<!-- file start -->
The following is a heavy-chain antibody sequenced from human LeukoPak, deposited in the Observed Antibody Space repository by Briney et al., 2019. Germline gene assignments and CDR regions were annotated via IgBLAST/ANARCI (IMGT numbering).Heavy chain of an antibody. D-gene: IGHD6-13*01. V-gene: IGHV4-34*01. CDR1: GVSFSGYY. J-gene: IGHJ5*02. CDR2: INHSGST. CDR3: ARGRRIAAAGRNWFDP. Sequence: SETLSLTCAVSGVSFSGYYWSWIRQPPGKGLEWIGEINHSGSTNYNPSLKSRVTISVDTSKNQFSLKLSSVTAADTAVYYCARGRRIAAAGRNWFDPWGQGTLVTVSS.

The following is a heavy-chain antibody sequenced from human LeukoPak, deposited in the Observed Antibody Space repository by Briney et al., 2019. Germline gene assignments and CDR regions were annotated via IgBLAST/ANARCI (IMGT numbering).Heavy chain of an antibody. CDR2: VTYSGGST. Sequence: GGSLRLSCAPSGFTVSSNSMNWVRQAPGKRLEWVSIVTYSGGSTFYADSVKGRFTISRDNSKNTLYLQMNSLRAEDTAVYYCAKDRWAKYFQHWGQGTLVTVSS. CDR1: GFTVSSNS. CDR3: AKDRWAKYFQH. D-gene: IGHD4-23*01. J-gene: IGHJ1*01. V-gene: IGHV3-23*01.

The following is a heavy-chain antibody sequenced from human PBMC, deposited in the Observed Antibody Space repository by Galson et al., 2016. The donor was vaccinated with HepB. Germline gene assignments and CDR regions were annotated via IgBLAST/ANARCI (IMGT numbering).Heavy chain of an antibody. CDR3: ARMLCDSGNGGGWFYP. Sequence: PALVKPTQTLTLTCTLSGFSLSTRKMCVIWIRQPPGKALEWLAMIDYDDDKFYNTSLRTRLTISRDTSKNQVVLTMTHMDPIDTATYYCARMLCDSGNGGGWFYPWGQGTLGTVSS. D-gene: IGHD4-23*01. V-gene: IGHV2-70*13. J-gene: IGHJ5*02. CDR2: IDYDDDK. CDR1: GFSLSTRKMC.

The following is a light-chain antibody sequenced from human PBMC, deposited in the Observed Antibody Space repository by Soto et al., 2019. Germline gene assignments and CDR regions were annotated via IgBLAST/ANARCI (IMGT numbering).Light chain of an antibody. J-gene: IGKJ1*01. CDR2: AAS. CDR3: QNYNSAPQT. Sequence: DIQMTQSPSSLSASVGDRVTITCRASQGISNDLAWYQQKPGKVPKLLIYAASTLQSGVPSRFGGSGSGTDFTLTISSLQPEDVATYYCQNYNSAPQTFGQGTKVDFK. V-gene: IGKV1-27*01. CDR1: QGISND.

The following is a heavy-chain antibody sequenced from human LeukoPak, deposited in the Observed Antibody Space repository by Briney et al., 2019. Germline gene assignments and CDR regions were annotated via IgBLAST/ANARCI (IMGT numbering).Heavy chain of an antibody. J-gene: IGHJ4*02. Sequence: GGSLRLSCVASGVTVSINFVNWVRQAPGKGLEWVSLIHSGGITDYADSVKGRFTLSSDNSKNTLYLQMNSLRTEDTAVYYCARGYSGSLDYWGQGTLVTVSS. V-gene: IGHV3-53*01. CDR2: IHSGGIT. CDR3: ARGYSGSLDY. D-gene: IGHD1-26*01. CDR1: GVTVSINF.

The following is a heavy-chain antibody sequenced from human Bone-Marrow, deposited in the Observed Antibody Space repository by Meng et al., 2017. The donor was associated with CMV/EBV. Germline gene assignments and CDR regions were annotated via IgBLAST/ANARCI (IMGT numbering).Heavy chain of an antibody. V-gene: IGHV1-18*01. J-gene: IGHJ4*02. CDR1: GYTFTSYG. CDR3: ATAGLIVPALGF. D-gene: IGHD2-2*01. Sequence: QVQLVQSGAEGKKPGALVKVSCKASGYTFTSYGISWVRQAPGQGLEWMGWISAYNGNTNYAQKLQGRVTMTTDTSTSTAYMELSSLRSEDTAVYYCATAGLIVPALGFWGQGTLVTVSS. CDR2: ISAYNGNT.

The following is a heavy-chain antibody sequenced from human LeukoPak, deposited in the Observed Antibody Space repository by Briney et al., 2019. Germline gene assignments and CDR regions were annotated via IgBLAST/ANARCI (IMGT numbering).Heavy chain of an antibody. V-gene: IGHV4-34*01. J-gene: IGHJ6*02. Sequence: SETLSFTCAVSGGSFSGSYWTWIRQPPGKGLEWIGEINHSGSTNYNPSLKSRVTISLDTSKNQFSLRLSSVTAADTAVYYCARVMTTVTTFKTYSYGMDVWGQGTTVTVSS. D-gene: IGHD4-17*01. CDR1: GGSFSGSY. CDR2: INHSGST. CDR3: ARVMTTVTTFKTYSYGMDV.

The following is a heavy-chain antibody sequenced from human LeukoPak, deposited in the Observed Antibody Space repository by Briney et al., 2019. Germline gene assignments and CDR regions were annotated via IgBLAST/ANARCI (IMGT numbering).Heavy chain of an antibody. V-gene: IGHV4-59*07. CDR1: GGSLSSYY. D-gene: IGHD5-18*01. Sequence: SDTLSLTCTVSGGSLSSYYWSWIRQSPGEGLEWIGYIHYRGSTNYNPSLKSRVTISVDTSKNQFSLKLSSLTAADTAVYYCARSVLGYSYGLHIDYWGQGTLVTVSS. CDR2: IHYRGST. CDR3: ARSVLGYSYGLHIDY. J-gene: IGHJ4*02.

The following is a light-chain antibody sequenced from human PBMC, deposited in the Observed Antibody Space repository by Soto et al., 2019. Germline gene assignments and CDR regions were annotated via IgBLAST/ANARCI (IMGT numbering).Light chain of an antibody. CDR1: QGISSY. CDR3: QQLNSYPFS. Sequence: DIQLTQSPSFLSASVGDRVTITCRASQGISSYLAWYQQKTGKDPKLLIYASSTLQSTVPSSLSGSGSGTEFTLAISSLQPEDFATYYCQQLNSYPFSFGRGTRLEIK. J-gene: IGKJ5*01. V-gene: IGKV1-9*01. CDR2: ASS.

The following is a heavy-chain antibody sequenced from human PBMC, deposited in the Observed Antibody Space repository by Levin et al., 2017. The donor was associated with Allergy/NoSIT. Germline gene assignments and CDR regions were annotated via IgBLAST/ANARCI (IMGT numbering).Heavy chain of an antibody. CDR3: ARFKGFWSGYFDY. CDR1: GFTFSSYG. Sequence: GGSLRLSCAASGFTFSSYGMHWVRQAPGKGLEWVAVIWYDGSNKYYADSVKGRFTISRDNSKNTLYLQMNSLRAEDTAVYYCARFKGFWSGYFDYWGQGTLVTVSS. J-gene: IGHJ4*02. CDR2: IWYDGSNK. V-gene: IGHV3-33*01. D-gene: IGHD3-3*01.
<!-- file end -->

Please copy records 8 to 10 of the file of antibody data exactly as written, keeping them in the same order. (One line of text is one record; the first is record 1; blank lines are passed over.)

The following is a heavy-chain antibody sequenced from human LeukoPak, deposited in the Observed Antibody Space repository by Briney et al., 2019. Germline gene assignments and CDR regions were annotated via IgBLAST/ANARCI (IMGT numbering).Heavy chain of an antibody. V-gene: IGHV4-59*07. CDR1: GGSLSSYY. D-gene: IGHD5-18*01. Sequence: SDTLSLTCTVSGGSLSSYYWSWIRQSPGEGLEWIGYIHYRGSTNYNPSLKSRVTISVDTSKNQFSLKLSSLTAADTAVYYCARSVLGYSYGLHIDYWGQGTLVTVSS. CDR2: IHYRGST. CDR3: ARSVLGYSYGLHIDY. J-gene: IGHJ4*02.

The following is a light-chain antibody sequenced from human PBMC, deposited in the Observed Antibody Space repository by Soto et al., 2019. Germline gene assignments and CDR regions were annotated via IgBLAST/ANARCI (IMGT numbering).Light chain of an antibody. CDR1: QGISSY. CDR3: QQLNSYPFS. Sequence: DIQLTQSPSFLSASVGDRVTITCRASQGISSYLAWYQQKTGKDPKLLIYASSTLQSTVPSSLSGSGSGTEFTLAISSLQPEDFATYYCQQLNSYPFSFGRGTRLEIK. J-gene: IGKJ5*01. V-gene: IGKV1-9*01. CDR2: ASS.

The following is a heavy-chain antibody sequenced from human PBMC, deposited in the Observed Antibody Space repository by Levin et al., 2017. The donor was associated with Allergy/NoSIT. Germline gene assignments and CDR regions were annotated via IgBLAST/ANARCI (IMGT numbering).Heavy chain of an antibody. CDR3: ARFKGFWSGYFDY. CDR1: GFTFSSYG. Sequence: GGSLRLSCAASGFTFSSYGMHWVRQAPGKGLEWVAVIWYDGSNKYYADSVKGRFTISRDNSKNTLYLQMNSLRAEDTAVYYCARFKGFWSGYFDYWGQGTLVTVSS. J-gene: IGHJ4*02. CDR2: IWYDGSNK. V-gene: IGHV3-33*01. D-gene: IGHD3-3*01.